The RAID controller may perform 240 one or more diagnostic tests on the hard drive and/or the other elements of the RAID to determine the cause of the timeout condition. As discussed above, the timeout condition may have been caused by a number of different problems, including a hardware failure in the hard drive or cables connecting the hard drive to the RAID controller. There are a number of diagnostic tests that may be performed to rule out some of the causes of the timeout. Using these diagnostics, the RAID controller may be able to detect causes for the timeout that did not involve a hardware failure in the hard drive. Typically, these causes may be corrected by the RAID controller or by a system administrator without removing the hard drive and sending it back to the manufacturer. In one embodiment, the RAID controller may report the results of the diagnostic tests to the system administrator so that the problem may be corrected.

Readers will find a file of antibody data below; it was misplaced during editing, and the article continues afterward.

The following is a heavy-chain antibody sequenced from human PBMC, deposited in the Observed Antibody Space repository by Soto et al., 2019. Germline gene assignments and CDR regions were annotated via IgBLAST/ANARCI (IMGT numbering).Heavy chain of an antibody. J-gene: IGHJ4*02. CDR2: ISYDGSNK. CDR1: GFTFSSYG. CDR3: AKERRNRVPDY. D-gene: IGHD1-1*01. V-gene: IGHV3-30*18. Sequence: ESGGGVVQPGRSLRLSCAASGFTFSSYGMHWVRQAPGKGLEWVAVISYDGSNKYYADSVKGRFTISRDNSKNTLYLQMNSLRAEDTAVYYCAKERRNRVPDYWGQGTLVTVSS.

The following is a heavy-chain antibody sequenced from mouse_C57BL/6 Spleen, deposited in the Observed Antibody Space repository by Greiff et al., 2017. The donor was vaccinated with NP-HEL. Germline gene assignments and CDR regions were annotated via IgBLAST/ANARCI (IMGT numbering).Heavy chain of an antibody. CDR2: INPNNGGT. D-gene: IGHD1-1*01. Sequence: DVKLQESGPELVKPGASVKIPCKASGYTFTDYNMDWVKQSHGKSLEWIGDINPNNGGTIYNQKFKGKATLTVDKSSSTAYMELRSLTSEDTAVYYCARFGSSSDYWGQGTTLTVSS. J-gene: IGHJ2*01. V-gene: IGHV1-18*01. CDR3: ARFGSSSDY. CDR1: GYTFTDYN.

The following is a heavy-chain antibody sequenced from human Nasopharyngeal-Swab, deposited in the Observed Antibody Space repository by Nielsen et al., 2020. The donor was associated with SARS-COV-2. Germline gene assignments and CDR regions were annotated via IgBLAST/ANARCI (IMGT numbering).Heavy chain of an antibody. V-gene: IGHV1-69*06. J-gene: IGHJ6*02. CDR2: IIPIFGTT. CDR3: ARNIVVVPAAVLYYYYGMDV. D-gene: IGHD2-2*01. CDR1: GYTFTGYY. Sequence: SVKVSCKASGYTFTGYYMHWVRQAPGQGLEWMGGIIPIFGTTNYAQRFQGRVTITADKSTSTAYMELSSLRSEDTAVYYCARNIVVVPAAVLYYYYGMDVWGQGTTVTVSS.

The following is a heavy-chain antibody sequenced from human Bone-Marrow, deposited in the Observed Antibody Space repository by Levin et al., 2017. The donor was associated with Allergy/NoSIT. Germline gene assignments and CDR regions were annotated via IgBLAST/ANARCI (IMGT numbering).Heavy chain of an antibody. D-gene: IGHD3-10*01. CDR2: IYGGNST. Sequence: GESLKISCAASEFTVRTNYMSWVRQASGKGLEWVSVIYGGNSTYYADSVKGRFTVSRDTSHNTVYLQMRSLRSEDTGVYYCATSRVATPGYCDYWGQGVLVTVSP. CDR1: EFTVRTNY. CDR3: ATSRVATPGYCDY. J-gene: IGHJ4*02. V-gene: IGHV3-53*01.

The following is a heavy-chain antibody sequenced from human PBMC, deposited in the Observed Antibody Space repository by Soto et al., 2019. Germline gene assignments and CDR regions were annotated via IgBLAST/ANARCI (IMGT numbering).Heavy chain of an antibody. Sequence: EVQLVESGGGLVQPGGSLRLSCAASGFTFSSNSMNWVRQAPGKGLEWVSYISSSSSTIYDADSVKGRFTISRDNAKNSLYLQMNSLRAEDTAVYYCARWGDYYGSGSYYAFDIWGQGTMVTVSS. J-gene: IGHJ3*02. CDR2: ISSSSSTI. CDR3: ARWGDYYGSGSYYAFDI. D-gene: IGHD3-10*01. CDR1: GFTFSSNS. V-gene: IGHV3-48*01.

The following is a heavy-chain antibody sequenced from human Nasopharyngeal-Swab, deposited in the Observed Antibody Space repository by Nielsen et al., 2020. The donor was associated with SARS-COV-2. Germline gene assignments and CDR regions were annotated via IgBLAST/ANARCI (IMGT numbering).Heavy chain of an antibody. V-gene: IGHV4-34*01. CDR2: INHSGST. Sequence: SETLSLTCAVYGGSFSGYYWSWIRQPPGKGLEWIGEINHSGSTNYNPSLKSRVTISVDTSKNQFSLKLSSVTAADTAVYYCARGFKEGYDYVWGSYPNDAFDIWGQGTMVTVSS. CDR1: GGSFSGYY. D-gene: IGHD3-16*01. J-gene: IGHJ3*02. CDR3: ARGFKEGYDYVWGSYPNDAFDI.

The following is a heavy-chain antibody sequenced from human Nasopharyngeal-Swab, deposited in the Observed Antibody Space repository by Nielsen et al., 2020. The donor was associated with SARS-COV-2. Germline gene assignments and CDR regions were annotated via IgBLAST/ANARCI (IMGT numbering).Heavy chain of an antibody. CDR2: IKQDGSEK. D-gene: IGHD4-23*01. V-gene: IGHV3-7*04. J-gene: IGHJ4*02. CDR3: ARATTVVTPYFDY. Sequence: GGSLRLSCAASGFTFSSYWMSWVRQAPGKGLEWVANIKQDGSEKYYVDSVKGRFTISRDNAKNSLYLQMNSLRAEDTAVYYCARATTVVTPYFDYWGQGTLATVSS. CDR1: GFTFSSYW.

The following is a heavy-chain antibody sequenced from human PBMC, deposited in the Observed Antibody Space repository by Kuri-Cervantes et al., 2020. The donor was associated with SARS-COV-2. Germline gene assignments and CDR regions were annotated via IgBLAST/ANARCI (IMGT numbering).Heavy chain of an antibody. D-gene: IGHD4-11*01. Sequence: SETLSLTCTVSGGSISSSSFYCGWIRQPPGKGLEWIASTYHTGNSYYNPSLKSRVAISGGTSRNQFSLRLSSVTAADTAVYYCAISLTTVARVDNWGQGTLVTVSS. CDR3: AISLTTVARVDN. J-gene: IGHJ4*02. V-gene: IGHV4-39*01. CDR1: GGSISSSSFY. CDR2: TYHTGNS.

One skilled in the art will recognize that there are a number of ways the RAID controller may perform diagnostic tests. In one embodiment, the RAID controller may interface with a SCSI Enclosure Services (SES) device. An SES device is a combination of hardware and software that is located within a hard drive enclosure. The SES standard defines a set of commands that the SES device may use to monitor and manage non-SCSI elements contained within an enclosure containing one or more SCSI devices (e.g. SCSI hard drives). Examples of non-SCSI elements that may be contained within an enclosure include power supplies, displays and cooling devices. By interfacing with the SES device, the RAID controller may request that the SES device provide information regarding the status of the enclosure and the devices within the enclosure. Using this information, the RAID controller may be able to determine if the timeout condition was caused by excessive vibration, excessive heat, or other problems within the enclosure.